Private Bradley Manning sent more than 700,000 classified government files to Wikileaks, which gave the documents a global audience, revealing much about American military and diplomatic activities. He violated the law, and the expectation was that he would face a tough sentence, reflecting the magnitude of the leak.
That sentence arrived on Wednesday, 35 years in a military prison. Calculating for time already served, plus the mistreatment he received, Manning may be eligible for parole in seven years. The judge, Army Col. Denise Laird, did not follow the recommendation of 60 years proposed by the prosecution, much as she did not find Manning guilty of the most severe charge, aiding the enemy.
So, there is a measured element in the sentence. At the same time, the punishment rates as harsh, especially when weighed against the sentences others have received for leaking such information. In the 1980s, a Navy intelligence officer received two years for releasing classified satellite surveillance photographs. More recently, the sentences have involved similar, even less, time.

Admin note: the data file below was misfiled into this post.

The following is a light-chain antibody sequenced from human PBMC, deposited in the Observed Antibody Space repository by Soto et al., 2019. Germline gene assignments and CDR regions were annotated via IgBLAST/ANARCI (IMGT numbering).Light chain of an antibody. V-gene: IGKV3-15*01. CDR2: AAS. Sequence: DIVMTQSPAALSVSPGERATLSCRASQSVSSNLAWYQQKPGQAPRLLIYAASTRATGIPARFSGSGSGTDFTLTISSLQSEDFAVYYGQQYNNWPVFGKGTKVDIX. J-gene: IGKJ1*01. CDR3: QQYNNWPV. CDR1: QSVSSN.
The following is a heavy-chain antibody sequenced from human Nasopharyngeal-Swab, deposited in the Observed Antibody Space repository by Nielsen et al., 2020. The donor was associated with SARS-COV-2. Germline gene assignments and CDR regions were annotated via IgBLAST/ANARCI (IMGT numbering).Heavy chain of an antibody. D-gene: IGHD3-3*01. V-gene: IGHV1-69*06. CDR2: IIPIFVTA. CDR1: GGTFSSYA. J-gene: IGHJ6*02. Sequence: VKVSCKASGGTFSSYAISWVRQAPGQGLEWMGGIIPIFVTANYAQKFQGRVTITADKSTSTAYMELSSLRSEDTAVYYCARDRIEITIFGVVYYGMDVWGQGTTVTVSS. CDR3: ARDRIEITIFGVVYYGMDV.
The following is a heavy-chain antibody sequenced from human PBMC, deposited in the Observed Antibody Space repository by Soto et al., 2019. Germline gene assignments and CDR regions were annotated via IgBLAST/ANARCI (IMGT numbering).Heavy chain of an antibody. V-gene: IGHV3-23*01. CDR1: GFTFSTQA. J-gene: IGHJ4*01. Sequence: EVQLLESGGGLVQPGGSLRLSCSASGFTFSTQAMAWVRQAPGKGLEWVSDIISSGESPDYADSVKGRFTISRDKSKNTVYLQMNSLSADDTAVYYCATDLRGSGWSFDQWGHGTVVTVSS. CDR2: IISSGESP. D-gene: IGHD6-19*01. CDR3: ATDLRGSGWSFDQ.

Again, Manning gave up a far greater amount of classified information. He exposed foreign nationals who had helped American diplomats and military personnel, potentially putting them in jeopardy. Still, there was a clear element of serving the public interest, no less than letting Americans know about the actions of their government.
Consider the video of an American helicopter attack in Baghdad in 2007, resulting in the deaths of civilians, including two journalists. Or the information about those held without charges at the Guantanamo Bay prison. Or the reports involving the abusive actions of Iraqi officers against detainees, all of it overseen by American forces. The leaked material made plain that the civilian death toll in Iraq was higher than official claims.
So, yes, punish Bradley Manning for his illegal actions. Also know that leaks play a crucial role in helping people hold their government accountable. Meanwhile, as Manning faces a lengthy stay in prison, those who authorized and invited torture — in violation of the law — face no prospect of being held to account.